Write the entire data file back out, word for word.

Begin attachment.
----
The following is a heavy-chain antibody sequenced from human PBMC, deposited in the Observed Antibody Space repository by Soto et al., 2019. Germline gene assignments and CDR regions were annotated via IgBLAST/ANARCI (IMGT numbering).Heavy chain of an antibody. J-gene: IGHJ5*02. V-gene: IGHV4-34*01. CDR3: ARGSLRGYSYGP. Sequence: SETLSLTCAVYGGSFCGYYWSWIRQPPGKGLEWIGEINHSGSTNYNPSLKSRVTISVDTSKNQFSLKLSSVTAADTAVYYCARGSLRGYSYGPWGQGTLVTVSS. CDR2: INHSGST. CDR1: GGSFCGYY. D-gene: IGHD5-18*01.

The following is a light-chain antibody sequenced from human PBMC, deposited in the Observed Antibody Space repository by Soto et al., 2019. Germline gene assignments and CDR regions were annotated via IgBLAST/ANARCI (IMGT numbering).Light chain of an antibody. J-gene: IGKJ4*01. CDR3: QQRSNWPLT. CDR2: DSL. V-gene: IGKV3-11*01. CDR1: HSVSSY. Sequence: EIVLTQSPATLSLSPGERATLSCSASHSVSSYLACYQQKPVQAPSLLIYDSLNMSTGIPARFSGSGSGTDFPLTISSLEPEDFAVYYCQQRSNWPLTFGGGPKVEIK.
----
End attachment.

The following is a heavy-chain antibody sequenced from human PBMC, deposited in the Observed Antibody Space repository by Soto et al., 2019. Germline gene assignments and CDR regions were annotated via IgBLAST/ANARCI (IMGT numbering).Heavy chain of an antibody. J-gene: IGHJ5*02. V-gene: IGHV4-34*01. CDR3: ARGSLRGYSYGP. Sequence: SETLSLTCAVYGGSFCGYYWSWIRQPPGKGLEWIGEINHSGSTNYNPSLKSRVTISVDTSKNQFSLKLSSVTAADTAVYYCARGSLRGYSYGPWGQGTLVTVSS. CDR2: INHSGST. CDR1: GGSFCGYY. D-gene: IGHD5-18*01.

The following is a light-chain antibody sequenced from human PBMC, deposited in the Observed Antibody Space repository by Soto et al., 2019. Germline gene assignments and CDR regions were annotated via IgBLAST/ANARCI (IMGT numbering).Light chain of an antibody. J-gene: IGKJ4*01. CDR3: QQRSNWPLT. CDR2: DSL. V-gene: IGKV3-11*01. CDR1: HSVSSY. Sequence: EIVLTQSPATLSLSPGERATLSCSASHSVSSYLACYQQKPVQAPSLLIYDSLNMSTGIPARFSGSGSGTDFPLTISSLEPEDFAVYYCQQRSNWPLTFGGGPKVEIK.